Natural capital: paying for the priceless

The Conservation Council’s volunteer ace reporter Ishbel Cullen is also a volunteer at the World Parks Congress and she spent most of a day at the ‘Financing Conservation Pavilion’ which helped inspire this piece.

Natural capital: Paying for the priceless

Biodiversity conservation requires money. And guess what, it’s not getting enough at the moment. Recent research by WWF and Credit Suisse has shown that investment in biodiversity conservation needs to be around $200- $300 billion globally per year, 20-30 times the current level. So where will the money come from? This week at the World Parks Congress experts from around the world have been discussing this dilemma.

Recognition of ‘natural capital’ has been raised repeatedly at the Congress as part of the solution to this funding problem. Natural capital is a new twist on the old term ‘ecosystem services’, which includes all the resources and functions that our environment provides for free. The natural capital concept involves putting a price on the value of ecosystem services, or inversely, the cost of damaging such services. This could help address the fundamental problem of environmental externalities in the current economic system and generate funds for conservation through Payment for Ecosystem Services (PES).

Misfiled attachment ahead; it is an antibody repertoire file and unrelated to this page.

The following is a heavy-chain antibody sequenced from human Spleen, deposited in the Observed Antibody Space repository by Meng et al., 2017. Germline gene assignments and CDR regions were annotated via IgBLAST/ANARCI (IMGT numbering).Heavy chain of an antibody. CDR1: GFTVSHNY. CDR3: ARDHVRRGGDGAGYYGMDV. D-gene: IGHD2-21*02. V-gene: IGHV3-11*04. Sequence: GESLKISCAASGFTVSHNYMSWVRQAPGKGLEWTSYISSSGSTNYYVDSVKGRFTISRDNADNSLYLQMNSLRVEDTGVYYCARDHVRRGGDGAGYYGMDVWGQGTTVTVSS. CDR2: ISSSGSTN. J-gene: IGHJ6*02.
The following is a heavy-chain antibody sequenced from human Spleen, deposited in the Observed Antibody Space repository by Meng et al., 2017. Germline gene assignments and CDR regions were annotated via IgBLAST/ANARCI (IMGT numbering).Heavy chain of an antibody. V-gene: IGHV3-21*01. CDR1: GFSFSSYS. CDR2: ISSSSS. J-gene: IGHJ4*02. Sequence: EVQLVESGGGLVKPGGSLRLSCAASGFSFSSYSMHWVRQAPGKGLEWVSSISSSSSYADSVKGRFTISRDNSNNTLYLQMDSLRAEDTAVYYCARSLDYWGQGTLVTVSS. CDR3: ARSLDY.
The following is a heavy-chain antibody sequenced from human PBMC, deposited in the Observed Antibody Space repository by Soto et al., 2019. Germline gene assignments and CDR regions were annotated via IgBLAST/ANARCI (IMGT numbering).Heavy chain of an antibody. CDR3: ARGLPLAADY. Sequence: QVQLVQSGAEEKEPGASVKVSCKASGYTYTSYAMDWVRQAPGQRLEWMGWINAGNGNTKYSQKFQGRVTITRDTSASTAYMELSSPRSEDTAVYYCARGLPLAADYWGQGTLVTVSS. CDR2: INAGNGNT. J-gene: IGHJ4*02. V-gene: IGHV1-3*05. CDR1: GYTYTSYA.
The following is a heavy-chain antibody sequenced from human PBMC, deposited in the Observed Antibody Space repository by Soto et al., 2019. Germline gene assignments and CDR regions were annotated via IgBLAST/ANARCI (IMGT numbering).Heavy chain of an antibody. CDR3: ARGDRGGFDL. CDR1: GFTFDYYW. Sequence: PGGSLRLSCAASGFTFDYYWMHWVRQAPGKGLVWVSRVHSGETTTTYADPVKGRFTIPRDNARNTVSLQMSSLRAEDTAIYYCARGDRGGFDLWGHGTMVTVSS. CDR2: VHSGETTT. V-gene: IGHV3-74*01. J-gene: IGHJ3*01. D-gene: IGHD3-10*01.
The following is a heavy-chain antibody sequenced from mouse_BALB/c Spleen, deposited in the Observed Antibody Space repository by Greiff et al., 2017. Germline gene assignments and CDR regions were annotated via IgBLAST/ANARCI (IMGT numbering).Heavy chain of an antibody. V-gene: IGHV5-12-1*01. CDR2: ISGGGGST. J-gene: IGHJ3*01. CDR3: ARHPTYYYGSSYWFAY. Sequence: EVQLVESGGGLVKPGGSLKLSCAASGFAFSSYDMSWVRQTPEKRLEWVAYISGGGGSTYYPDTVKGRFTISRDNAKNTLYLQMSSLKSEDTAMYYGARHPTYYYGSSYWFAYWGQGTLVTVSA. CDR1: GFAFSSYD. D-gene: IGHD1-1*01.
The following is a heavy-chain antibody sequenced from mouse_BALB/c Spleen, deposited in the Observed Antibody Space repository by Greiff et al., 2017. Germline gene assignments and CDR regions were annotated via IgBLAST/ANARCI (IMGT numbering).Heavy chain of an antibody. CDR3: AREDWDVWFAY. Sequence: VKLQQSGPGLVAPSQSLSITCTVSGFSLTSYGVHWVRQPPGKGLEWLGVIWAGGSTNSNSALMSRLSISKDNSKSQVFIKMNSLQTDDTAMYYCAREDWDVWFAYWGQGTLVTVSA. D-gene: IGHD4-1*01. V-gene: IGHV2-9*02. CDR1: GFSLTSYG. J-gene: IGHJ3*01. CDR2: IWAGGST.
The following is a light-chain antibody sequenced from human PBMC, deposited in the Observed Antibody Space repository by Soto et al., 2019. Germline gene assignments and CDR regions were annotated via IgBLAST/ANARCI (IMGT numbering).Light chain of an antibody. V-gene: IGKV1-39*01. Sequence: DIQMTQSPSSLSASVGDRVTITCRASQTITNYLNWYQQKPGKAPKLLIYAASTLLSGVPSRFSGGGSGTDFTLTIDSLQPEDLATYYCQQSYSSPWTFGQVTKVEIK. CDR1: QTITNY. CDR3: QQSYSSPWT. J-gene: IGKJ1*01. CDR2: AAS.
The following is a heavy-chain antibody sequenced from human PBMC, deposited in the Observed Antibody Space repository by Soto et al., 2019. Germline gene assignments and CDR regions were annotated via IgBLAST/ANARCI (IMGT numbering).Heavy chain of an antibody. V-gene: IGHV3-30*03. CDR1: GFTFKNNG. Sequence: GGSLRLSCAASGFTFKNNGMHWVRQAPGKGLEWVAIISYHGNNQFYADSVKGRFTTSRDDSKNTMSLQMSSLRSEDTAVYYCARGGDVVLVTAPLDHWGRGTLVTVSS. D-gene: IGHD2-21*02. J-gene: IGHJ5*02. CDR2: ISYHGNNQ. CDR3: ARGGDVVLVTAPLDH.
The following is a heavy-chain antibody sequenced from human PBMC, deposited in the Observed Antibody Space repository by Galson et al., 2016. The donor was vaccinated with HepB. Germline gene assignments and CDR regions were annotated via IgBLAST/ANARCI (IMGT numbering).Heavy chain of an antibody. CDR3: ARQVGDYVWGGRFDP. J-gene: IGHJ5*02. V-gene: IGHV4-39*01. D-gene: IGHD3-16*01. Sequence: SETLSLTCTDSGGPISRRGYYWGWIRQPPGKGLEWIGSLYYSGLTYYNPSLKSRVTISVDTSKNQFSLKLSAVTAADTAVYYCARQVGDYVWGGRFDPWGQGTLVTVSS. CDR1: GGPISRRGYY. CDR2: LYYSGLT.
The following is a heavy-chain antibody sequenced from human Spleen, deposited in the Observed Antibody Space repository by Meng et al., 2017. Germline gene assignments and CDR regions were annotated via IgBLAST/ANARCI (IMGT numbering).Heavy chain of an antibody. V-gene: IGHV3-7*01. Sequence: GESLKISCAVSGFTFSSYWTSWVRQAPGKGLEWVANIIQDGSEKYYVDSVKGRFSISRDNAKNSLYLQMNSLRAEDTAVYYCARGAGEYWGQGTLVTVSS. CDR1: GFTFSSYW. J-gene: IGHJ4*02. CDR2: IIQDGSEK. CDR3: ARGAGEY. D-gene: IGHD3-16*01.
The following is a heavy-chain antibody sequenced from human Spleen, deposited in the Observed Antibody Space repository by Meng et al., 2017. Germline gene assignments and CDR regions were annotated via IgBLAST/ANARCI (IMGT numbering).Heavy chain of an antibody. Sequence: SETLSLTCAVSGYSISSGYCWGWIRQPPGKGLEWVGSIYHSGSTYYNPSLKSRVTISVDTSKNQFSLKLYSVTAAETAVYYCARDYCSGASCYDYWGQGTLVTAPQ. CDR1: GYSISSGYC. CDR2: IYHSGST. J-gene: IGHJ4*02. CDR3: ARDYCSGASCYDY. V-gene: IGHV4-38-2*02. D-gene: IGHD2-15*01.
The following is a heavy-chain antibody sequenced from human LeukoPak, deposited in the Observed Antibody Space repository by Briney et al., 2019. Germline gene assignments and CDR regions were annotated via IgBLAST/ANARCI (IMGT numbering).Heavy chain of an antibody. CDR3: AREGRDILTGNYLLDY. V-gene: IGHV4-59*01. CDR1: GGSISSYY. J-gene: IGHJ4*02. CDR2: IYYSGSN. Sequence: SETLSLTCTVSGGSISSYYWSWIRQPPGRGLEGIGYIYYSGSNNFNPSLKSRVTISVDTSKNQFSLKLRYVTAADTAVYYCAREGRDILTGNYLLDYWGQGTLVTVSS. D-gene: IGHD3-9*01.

While putting a dollar figure on nature might offend the true believers of the environmental movement, many at the congress have spoken about the importance of linking natural assets with the ‘real economy’. During the ‘Natural Capital World Leaders Dialogue’, Achim Steiner, the Executive Director of the United Nations Environment Program, stated ‘natural capital is a middle ground where everyone can operate – conservationists must become economically literate.’ Jochen Zeitz, business leader and ex-CEO of sports brand PUMA, agreed, saying ‘monetizing provides a tool, it brings science into a language that everyone understands.’  Even Simon Birmingham, Parliamentary Secretary to Greg Hunt, seemed to be supportive if it meant ‘getting more private money for public good.’

But hang on, didn’t he just get rid of Australia’s price on carbon? Well yes…As Josh Bishop, WWF Australia’s Chief Economist, stated, ‘voluntary payment for ecosystem services will only get us so far; there will be no large scale shift until governments change the rules of the game; in this country we have taken a big step backwards in this regard.’

Apart from government intervention, a major cultural shift in the finance sector is required. Some speaking at the Congress seemed hopeful this was happening. Mark Burrows, Managing Director for Credit Suisse Asia Pacific and member of the B20, stressed the potential of pension funds and long-term investors to ‘actually think long-term’ and increase their investments in sustainable activities. Fred Boltz, Managing Director for Ecosystems with the Rockefeller Foundation, predicts that ‘when environmental risk is incorporated into credit rating assessments, it will be transformative and incentivize sustainable production.’

In a warming world, environmental risk and the importance of natural capital can only become increasingly apparent. Let’s hope this translates into more cash for conservation.

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